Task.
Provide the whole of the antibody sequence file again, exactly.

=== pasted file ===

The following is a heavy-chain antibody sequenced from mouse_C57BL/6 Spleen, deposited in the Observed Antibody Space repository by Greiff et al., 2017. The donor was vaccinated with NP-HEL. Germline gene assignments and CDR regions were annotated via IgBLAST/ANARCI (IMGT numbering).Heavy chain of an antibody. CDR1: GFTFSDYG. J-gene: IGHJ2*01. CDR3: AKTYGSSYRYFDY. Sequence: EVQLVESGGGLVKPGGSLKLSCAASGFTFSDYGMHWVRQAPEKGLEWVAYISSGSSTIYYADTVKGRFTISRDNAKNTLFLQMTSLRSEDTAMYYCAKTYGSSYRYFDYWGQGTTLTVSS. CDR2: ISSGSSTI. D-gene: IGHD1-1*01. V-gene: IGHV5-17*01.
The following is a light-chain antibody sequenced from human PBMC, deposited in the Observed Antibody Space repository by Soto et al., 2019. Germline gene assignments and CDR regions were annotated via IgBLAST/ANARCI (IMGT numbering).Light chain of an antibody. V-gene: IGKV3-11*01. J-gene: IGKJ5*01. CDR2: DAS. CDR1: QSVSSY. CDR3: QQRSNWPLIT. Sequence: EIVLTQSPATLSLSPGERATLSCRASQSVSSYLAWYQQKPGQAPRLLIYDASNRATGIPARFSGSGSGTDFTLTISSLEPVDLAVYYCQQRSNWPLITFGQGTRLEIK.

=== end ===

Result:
The following is a heavy-chain antibody sequenced from mouse_C57BL/6 Spleen, deposited in the Observed Antibody Space repository by Greiff et al., 2017. The donor was vaccinated with NP-HEL. Germline gene assignments and CDR regions were annotated via IgBLAST/ANARCI (IMGT numbering).Heavy chain of an antibody. CDR1: GFTFSDYG. J-gene: IGHJ2*01. CDR3: AKTYGSSYRYFDY. Sequence: EVQLVESGGGLVKPGGSLKLSCAASGFTFSDYGMHWVRQAPEKGLEWVAYISSGSSTIYYADTVKGRFTISRDNAKNTLFLQMTSLRSEDTAMYYCAKTYGSSYRYFDYWGQGTTLTVSS. CDR2: ISSGSSTI. D-gene: IGHD1-1*01. V-gene: IGHV5-17*01.
The following is a light-chain antibody sequenced from human PBMC, deposited in the Observed Antibody Space repository by Soto et al., 2019. Germline gene assignments and CDR regions were annotated via IgBLAST/ANARCI (IMGT numbering).Light chain of an antibody. V-gene: IGKV3-11*01. J-gene: IGKJ5*01. CDR2: DAS. CDR1: QSVSSY. CDR3: QQRSNWPLIT. Sequence: EIVLTQSPATLSLSPGERATLSCRASQSVSSYLAWYQQKPGQAPRLLIYDASNRATGIPARFSGSGSGTDFTLTISSLEPVDLAVYYCQQRSNWPLITFGQGTRLEIK.